The Aegean Sea island of Samos is struck by another large earthquake after 116 years.
By Margarita Segou, Ph.D., British Geological Survey
Citation: Segou, M., 2020, What do we know 48 hours after the Samos earthquake?, Temblor, http://doi.org/10.32858/temblor.132
On Oct. 30, 2020, a lethal magnitude-7.0 earthquake hit 14 kilometers (9 miles) offshore of the north coast of Samos Island in the East Aegean Sea, Greece. Damage on the island occurred in historical, unreinforced masonry buildings from the early 1900s. The earthquake likely occurred on the offshore Samos Fault, a normal fault oriented approximately east-west, and was followed by a tsunami that swept 300 meters (980 feet) inland in the port of Samos, Vathi and Izmir in Turkey. The tsunami reached the port of Kos Island, 100 kilometers (60 miles) to the south with a recorded sea-level change of half a meter. Even in Athens, 350 kilometers (220 miles) to the west, I felt shaking.
The last time an earthquake of this magnitude struck the east Aegean Sea was in 1904. That earthquake, a magnitude-6.8, likely ruptured another similar normal-oblique fault near the south coast of the island. In the years following 1904, the broader East Aegean-Turkey margin was struck by other large earthquakes, although whether there is a direct connection with the 1904 Samos earthquake is uncertain (Paradisopoulou et al., 2010).
Aftershocks in the complex Aegean-Anatolia tectonic margin
Following a large earthquake, the U.S. Geological Survey (USGS) and other institutes around the world estimate how much and in what direction the fault slipped. These analyses inform scientists about possible patterns of expected aftershocks, and are critical in disaster response because it is not uncommon that aftershocks cause more extensive damage than the mainshock.
Preliminary data analysed by seismologists shows some ambiguity as to whether this offshore normal fault was dipping towards the north or south, but the available models show that a large amount of slip occurred close to the epicenter together with a second, shallower, slip patch. Since aftershocks usually do not occur on fault patches that slipped during the mainshock, but instead tend to fill the space outside the rupture patch on the primary fault plane, the former observation perhaps hints that expected aftershocks may happen at shallower parts of the fault, closer to the north coast of Samos.
Aftershocks are considered a stress-balance mechanism for the Earth’s crust that also influences the conditions for failure of surrounding faults. The “stress-transfer hypothesis” is the main principle upon which scientists rely to improve our understanding of earthquake triggering processes, and therefore improve our future earthquake forecasts (Segou, 2020). Preliminary data — available within the first 30 hours after the strong earthquake — show that Friday’s earthquake further loaded some faults, making them more likely to slip in a future earthquake, whereas others are moving away from failure.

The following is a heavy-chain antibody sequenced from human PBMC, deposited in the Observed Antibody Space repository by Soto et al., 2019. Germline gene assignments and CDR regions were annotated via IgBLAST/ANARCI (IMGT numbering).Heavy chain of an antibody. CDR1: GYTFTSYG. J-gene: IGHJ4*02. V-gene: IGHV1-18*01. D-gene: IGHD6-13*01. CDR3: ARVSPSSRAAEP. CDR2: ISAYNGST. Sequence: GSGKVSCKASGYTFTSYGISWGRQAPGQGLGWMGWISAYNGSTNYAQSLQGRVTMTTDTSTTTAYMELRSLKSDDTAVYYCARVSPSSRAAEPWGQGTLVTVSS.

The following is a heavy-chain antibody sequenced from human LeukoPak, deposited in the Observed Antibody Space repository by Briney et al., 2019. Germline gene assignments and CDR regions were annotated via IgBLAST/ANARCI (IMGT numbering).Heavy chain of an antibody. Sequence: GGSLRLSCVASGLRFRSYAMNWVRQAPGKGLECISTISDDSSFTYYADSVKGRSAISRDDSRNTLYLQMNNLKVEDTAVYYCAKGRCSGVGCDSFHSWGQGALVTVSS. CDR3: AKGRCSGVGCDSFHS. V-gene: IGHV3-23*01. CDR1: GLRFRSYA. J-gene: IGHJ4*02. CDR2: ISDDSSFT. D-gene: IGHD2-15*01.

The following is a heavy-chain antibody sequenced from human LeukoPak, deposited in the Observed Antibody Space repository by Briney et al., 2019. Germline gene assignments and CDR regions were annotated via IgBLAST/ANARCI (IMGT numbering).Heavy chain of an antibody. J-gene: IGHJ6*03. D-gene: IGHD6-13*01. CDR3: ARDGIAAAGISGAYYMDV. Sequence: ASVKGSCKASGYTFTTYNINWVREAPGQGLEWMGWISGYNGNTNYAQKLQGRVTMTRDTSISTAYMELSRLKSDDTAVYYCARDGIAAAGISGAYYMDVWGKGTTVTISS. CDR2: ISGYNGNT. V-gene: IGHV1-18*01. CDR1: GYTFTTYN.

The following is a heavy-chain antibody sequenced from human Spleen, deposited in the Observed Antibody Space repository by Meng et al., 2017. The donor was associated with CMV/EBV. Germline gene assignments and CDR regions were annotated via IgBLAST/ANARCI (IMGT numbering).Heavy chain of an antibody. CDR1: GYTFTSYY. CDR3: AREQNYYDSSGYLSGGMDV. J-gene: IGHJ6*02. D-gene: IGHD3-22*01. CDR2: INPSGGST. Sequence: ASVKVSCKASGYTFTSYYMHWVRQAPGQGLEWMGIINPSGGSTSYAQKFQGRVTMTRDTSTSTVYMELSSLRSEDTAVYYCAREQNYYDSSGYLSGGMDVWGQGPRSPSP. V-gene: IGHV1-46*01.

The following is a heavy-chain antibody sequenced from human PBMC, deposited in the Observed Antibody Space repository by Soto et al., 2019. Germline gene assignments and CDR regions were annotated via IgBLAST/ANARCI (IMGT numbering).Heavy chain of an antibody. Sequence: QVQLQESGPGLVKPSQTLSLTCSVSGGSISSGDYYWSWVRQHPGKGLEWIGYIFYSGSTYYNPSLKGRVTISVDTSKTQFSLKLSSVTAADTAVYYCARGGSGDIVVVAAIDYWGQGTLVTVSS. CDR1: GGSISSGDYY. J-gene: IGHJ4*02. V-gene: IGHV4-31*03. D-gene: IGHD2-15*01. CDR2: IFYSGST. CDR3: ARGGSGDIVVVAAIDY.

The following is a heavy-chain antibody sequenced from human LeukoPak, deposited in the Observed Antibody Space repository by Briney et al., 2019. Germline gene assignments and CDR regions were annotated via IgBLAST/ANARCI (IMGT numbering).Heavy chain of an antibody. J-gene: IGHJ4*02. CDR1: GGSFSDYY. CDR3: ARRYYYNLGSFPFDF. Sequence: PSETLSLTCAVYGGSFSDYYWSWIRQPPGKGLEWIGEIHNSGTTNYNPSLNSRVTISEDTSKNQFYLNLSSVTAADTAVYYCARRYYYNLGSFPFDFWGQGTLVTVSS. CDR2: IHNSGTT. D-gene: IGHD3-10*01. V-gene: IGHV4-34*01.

Faults brought closer to failure
Friday’s earthquake brought most of the main faults surrounding Samos closer to failure. Faults immediately to the north of Izmir were brought farther from failure, but only marginally so. These estimates may reflect a first qualitative assessment of the aftershock triggering potential but as high-resolution seismic data become available, updated mathematical models that tie seismic evidence with continuum mechanics principles, will quantify the expected aftershock rates over the broader region. Past studies (Parsons et al., 2014) show that active extensional environments, including Greece, are susceptible to other driving mechanisms, such as delayed dynamic triggering due to the passage of the seismic waves through the shallow crust, that may play a role in triggering earthquakes.
Often, early results and interpretations suffer from uncertainties found in preliminary earthquake information, but in this case, they also clearly show that the faulting patterns dominating the east Aegean Sea should be further investigated in the aftermath of this catastrophic earthquake. The aftershocks will continue for months to come, as is expected for an earthquake of this magnitude. This highlights the importance of dense seismic monitoring in both countries.
Paradisopoulou P.M., Papadimitriou E.E., Karakostas V.G., Taymaz T., Kilias A., Yolsal S. (2010) Seismic Hazard Evaluation in Western Turkey as Revealed by Stress Transfer and Time-dependent Probability Calculations. In: Savage M.K., Rhoades D.A., Smith E.G.C., Gerstenberger M.C., Vere-Jones D. (eds) Seismogenesis and Earthquake Forecasting: The Frank Evison Volume II. Pageoph Topical Volumes. Springer, Basel. https://doi.org/10.1007/978-3-0346-0500-7_12
Segou, M. (2020). The Physics of Earthquake Forecasting, Seismol. Res. Lett. 91, 1936–1939, doi: 10.1785/0220200127.
Parsons, T. M.Segou, W.Marzocchi (2014), The global aftershock zone, Tecto., 618, 1-34,
Mainshock location source: http://www.gein.noa.gr/en/
Past earthquake locations source: ISC-GEM catalog, International Seismological Centre (20XX), ISC-GEM Earthquake Catalogue, https://doi.org/10.31905/d808b825
Finite fault model taken from the USGS Event Page (source: https://earthquake.usgs.gov/earthquakes/eventpage/us7000c7y0/finite-fault).
Faults in map are taken from GEM Global Active Faults Map (source: https://blogs.openquake.org/hazard/global-active-fault-viewer/).
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